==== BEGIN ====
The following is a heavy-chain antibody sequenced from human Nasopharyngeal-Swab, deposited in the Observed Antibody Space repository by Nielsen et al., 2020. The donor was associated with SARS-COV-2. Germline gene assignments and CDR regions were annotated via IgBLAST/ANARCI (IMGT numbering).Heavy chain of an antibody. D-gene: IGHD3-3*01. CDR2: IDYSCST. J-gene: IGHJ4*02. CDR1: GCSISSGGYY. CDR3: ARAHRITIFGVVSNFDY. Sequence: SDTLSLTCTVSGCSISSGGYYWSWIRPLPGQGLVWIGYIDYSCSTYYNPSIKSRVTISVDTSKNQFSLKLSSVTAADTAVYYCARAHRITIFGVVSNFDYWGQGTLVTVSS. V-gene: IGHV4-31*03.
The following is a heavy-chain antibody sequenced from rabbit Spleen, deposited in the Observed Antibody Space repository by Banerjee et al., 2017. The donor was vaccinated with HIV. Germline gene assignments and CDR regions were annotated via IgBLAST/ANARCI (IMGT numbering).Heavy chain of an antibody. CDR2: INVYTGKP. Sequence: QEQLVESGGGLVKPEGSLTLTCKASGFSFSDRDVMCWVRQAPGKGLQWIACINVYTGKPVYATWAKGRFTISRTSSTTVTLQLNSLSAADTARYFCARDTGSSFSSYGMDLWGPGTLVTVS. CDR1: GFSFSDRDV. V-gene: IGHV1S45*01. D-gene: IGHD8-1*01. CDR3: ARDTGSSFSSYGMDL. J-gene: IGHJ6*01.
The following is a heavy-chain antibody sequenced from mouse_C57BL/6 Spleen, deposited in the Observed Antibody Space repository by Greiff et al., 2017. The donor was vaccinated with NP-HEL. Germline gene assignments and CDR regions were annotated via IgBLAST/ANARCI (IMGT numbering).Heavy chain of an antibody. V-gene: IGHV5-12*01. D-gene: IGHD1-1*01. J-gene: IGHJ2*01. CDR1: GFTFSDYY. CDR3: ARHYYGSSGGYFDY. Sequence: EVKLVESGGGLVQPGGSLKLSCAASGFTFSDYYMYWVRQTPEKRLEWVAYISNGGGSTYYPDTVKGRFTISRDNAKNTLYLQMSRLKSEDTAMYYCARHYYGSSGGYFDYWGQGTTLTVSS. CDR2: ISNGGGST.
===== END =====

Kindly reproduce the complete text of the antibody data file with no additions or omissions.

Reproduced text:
The following is a heavy-chain antibody sequenced from human Nasopharyngeal-Swab, deposited in the Observed Antibody Space repository by Nielsen et al., 2020. The donor was associated with SARS-COV-2. Germline gene assignments and CDR regions were annotated via IgBLAST/ANARCI (IMGT numbering).Heavy chain of an antibody. D-gene: IGHD3-3*01. CDR2: IDYSCST. J-gene: IGHJ4*02. CDR1: GCSISSGGYY. CDR3: ARAHRITIFGVVSNFDY. Sequence: SDTLSLTCTVSGCSISSGGYYWSWIRPLPGQGLVWIGYIDYSCSTYYNPSIKSRVTISVDTSKNQFSLKLSSVTAADTAVYYCARAHRITIFGVVSNFDYWGQGTLVTVSS. V-gene: IGHV4-31*03.
The following is a heavy-chain antibody sequenced from rabbit Spleen, deposited in the Observed Antibody Space repository by Banerjee et al., 2017. The donor was vaccinated with HIV. Germline gene assignments and CDR regions were annotated via IgBLAST/ANARCI (IMGT numbering).Heavy chain of an antibody. CDR2: INVYTGKP. Sequence: QEQLVESGGGLVKPEGSLTLTCKASGFSFSDRDVMCWVRQAPGKGLQWIACINVYTGKPVYATWAKGRFTISRTSSTTVTLQLNSLSAADTARYFCARDTGSSFSSYGMDLWGPGTLVTVS. CDR1: GFSFSDRDV. V-gene: IGHV1S45*01. D-gene: IGHD8-1*01. CDR3: ARDTGSSFSSYGMDL. J-gene: IGHJ6*01.
The following is a heavy-chain antibody sequenced from mouse_C57BL/6 Spleen, deposited in the Observed Antibody Space repository by Greiff et al., 2017. The donor was vaccinated with NP-HEL. Germline gene assignments and CDR regions were annotated via IgBLAST/ANARCI (IMGT numbering).Heavy chain of an antibody. V-gene: IGHV5-12*01. D-gene: IGHD1-1*01. J-gene: IGHJ2*01. CDR1: GFTFSDYY. CDR3: ARHYYGSSGGYFDY. Sequence: EVKLVESGGGLVQPGGSLKLSCAASGFTFSDYYMYWVRQTPEKRLEWVAYISNGGGSTYYPDTVKGRFTISRDNAKNTLYLQMSRLKSEDTAMYYCARHYYGSSGGYFDYWGQGTTLTVSS. CDR2: ISNGGGST.